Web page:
This morning I decided to take a birthday-ish trip into Chiang Mai to watch movies, enjoy some good food, and explore the city by foot a bit (including the Sunday Market). As usual I also hoped to observe some amusing people along the course of my journeys. And most of my plans worked out well, except that back cramps and exhaustion kept me from staying until the night bazaar opened or from finding one of the items I was looking for.
Today on the way into Chiang Mai I noticed a few unusual tidbits that I had not noticed before. For one, there are several “horse crossing” signs on the 107 going south from the Mae Rim area into Chiang Mai. This is very puzzling to me. A horse would have a very poor chance of crossing that highway alive unless the cars and sung-tows and trucks stopped for it, and that would be unlikely. Then again, they did stop for me early this afternoon in the middle of Chiang Mai near the moat when I had trouble with a pedestrian crosswalk, so perhaps a horse could do it if it were lucky. Another thing I noticed (both on the way into the city and back) was that there were a lot of uniformed soldiers out and about today. Generally speaking, the sight of large amounts of uniformed troops around town carrying their rucksacks is not something that makes me feel comfortable.
This morning, before watching the movie (more on that in a little bit) I had the chance to eat at a new restaurant, where for between $3 and $4 (109 baht) I got the chance to have a lunch meal with a couple of pieces of fried chicken, some tasty fries, and a drink. It was a pretty nice meal, and the chicken was a bit spicy—it reminded me a bit of Popeye’s Fried Chicken. Fried chicken always hits the spot, so I’ll have to keep that place in mind for future movie trips, especially as it’s less than half as expensive as the mediocre pizza place in the same mall. The fact that it is a place that seems to appeal to Thai sensibilities rather than farang ones seems to account for its low prices, but it was a friendly place nonetheless.
Okay, now on to the movie. Before every movie shows in Thailand, everyone is “invited” to stand (I have read that those who refuse to do so can be arrested, and I’m not willing to risk that) while a home video-quality “trailer” of the king of Thailand throughout his life is shown, set to some kind of especially melodramatic Thai song, while Thai words are printed at the bottom of the screen beneath images showing the King’s military prowess, concern for farming, and the adoration of his people for him. So far I’ve seen this video twice, and I still have trouble fathoming why this is shown before English movies without having an English translation. It would be nice what message is being conveyed, or at least intended, by this little propaganda piece, at least.
As far as the real movie I went to see, it wasn’t as good as the book, but few movie adaptations are. Deathly Hallows 2, the last (so far) of the adaptations of the J.K. Rowling books, is a movie that manages to pick up where Part 1 left off. While Part 1 was largely one of those “buddy dramas” of the three heroes hunting horcruxes together and dealing with relationship drama, this movie is more of an action or fighting movie, where the pace is quick and the special effects reasonably impressive. Someone watching the movie who is very familiar with the book can rattle off the chapters as they appear—from Gringotts through The Last Hiding Place, The Prince’s Tale, King’s Cross, and the Flaw In The Plan to its end at 19 Years Later, the Epilogue.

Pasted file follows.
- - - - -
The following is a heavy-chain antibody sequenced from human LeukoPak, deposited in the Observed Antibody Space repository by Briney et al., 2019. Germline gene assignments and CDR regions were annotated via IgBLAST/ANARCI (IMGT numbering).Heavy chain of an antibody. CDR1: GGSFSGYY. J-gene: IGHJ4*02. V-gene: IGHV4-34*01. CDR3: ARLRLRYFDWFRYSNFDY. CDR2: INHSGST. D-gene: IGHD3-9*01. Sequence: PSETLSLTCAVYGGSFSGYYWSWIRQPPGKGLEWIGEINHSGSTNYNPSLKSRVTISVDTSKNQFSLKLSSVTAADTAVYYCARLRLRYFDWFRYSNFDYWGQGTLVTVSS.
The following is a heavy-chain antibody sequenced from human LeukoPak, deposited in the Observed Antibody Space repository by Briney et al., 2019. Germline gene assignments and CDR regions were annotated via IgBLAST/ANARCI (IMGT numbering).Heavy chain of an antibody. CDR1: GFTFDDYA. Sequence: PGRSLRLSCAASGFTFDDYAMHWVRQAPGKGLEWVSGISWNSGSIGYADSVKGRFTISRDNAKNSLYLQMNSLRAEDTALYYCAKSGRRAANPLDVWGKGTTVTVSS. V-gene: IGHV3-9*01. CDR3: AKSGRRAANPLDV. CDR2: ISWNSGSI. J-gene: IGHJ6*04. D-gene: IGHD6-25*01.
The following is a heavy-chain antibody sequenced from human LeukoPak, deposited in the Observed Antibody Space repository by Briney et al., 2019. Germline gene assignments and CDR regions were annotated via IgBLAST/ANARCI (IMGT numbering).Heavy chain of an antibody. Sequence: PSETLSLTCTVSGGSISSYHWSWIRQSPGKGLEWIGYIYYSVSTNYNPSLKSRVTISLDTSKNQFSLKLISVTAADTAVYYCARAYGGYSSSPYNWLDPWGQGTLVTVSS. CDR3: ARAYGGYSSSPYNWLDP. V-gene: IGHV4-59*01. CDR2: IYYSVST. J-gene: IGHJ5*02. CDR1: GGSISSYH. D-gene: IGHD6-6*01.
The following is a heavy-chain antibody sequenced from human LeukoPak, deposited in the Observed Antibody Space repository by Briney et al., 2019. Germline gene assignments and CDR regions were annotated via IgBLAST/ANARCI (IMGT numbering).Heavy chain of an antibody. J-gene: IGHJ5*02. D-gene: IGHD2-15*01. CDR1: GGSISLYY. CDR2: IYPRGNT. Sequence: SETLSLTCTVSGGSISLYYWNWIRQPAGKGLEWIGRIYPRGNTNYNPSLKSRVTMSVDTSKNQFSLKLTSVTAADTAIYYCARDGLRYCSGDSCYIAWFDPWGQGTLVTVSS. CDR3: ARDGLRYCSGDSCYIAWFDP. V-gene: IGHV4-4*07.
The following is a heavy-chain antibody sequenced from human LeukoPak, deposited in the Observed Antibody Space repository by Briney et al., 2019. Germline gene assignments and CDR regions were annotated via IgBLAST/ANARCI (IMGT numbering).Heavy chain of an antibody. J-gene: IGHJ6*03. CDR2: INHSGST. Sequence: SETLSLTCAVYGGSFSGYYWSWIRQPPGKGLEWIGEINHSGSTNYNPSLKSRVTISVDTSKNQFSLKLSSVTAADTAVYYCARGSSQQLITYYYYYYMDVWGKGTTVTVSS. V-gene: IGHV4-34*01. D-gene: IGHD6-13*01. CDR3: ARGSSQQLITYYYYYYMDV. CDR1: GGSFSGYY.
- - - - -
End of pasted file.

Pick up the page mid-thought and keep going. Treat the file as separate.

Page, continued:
Nonetheless, the movie does suffer a bit in some of its changes that lead to information being lost to the viewer who is not familiar with the book. For one, Harry never gets to challenge Dumbledore about the Hallows, nor does Harry get to talk with Dumbledore’s portrait about the Hallows after dispatching Voldemort. Ginny’s part is cut down dramatically, and Aberforth doesn’t really get to show up his brother either. Nor is the final fight scene between Harry and Lord Voldemort fought in front of the survivors of the Battle of Hogwarts, but rather between the two of them alone. Additionally, the Carrows fail to have speaking roles, the whole Ravenclaw Tower and Grey Lady scenes are drastically cut (and not for the better—the audience never finds out that the Diademcrux was hidden in Albania or that the Bloody Baron was in love with the Grey Lady). All in all, it is a passable adaptation, but hardly a stellar one. But the series is over, at least as far as the original seven books are concerned.
That said, after the movie was done I hiked from to the other side of the old city, enjoyed a fine lunch with some fajitas and ice cream (very tasty) and then examined the Sunday Market. I was looking for some socks, but hunting socks is like hunting for horcruxes, it would seem. The Thais are not particularly known for their love of wearing socks, and I am. I imagine it’s a Pittsburgh thing. You can find sandals, idols, shirts (one of which I got), soap sculptures, elephants carved in wood, what look like balls of string, silk coverings, coin purses, and dresses galore, but not a single solitary sock. Seroiusly.
After a frustrating attempt at hailing yellow sung-tows in the center of town, I decided to walk to the north side of town along the 107, where I ran into Namu, one of the second-year students at Legacy, just before catching my sung-tow home. It was, despite being tiring and involving a lot of walking, a lovely trip. The moat of Chiang Mai and its surviving fortifications are very lovely (especially the redoubt that survives at the northeastern corner of the old city), and a lot of the common people of the area are very friendly, which always helps. Even if you can’t find any socks.